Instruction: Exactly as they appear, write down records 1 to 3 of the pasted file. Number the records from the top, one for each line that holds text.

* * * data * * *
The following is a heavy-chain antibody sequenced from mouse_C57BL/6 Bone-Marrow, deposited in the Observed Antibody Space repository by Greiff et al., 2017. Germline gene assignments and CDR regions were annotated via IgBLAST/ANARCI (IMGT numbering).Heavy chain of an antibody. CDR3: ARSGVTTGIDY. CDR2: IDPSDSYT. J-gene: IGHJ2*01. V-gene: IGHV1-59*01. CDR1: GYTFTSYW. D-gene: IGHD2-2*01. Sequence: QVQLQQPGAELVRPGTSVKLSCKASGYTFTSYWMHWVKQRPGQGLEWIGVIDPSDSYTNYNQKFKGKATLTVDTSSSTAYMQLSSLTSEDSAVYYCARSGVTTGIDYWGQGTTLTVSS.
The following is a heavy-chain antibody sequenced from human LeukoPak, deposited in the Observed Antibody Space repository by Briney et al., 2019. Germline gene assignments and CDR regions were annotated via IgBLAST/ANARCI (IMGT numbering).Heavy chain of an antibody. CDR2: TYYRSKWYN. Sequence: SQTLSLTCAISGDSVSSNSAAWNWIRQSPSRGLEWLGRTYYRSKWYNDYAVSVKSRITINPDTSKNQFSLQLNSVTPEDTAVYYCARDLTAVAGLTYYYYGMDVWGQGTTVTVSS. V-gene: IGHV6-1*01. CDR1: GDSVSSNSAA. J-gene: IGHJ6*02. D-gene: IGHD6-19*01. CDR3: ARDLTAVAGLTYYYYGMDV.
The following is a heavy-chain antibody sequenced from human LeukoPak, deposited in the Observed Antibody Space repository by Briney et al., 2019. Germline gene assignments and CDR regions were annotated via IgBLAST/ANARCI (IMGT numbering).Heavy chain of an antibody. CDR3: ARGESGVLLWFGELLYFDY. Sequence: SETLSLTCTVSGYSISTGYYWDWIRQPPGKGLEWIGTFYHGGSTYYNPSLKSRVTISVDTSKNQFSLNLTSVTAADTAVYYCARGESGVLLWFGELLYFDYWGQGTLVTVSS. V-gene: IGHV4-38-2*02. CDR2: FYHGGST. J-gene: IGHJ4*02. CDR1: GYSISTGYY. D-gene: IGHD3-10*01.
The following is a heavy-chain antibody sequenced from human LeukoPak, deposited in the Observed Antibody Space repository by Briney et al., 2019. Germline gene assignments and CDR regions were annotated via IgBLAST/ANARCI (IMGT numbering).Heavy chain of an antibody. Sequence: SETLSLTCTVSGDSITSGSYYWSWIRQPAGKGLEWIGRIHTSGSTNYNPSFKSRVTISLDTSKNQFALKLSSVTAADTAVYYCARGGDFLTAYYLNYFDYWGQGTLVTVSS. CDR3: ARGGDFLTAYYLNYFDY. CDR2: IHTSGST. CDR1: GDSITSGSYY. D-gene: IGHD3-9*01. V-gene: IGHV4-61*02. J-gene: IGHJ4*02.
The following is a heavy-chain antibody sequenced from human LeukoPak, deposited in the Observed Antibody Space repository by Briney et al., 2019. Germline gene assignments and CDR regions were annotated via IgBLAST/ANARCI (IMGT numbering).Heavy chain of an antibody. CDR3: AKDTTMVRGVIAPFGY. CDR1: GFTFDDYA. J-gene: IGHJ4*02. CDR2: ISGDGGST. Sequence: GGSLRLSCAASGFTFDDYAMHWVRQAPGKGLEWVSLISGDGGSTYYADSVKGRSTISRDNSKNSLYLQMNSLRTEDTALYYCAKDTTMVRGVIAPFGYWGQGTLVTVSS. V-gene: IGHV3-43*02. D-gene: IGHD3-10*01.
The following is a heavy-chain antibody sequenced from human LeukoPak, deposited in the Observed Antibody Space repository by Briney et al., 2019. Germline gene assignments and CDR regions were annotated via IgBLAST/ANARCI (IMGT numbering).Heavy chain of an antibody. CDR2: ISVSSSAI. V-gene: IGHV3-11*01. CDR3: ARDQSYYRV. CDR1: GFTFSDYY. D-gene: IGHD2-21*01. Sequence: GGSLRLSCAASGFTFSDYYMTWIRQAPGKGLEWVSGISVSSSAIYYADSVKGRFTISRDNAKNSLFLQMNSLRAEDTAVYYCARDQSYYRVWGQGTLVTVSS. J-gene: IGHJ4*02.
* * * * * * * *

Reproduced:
The following is a heavy-chain antibody sequenced from mouse_C57BL/6 Bone-Marrow, deposited in the Observed Antibody Space repository by Greiff et al., 2017. Germline gene assignments and CDR regions were annotated via IgBLAST/ANARCI (IMGT numbering).Heavy chain of an antibody. CDR3: ARSGVTTGIDY. CDR2: IDPSDSYT. J-gene: IGHJ2*01. V-gene: IGHV1-59*01. CDR1: GYTFTSYW. D-gene: IGHD2-2*01. Sequence: QVQLQQPGAELVRPGTSVKLSCKASGYTFTSYWMHWVKQRPGQGLEWIGVIDPSDSYTNYNQKFKGKATLTVDTSSSTAYMQLSSLTSEDSAVYYCARSGVTTGIDYWGQGTTLTVSS.
The following is a heavy-chain antibody sequenced from human LeukoPak, deposited in the Observed Antibody Space repository by Briney et al., 2019. Germline gene assignments and CDR regions were annotated via IgBLAST/ANARCI (IMGT numbering).Heavy chain of an antibody. CDR2: TYYRSKWYN. Sequence: SQTLSLTCAISGDSVSSNSAAWNWIRQSPSRGLEWLGRTYYRSKWYNDYAVSVKSRITINPDTSKNQFSLQLNSVTPEDTAVYYCARDLTAVAGLTYYYYGMDVWGQGTTVTVSS. V-gene: IGHV6-1*01. CDR1: GDSVSSNSAA. J-gene: IGHJ6*02. D-gene: IGHD6-19*01. CDR3: ARDLTAVAGLTYYYYGMDV.
The following is a heavy-chain antibody sequenced from human LeukoPak, deposited in the Observed Antibody Space repository by Briney et al., 2019. Germline gene assignments and CDR regions were annotated via IgBLAST/ANARCI (IMGT numbering).Heavy chain of an antibody. CDR3: ARGESGVLLWFGELLYFDY. Sequence: SETLSLTCTVSGYSISTGYYWDWIRQPPGKGLEWIGTFYHGGSTYYNPSLKSRVTISVDTSKNQFSLNLTSVTAADTAVYYCARGESGVLLWFGELLYFDYWGQGTLVTVSS. V-gene: IGHV4-38-2*02. CDR2: FYHGGST. J-gene: IGHJ4*02. CDR1: GYSISTGYY. D-gene: IGHD3-10*01.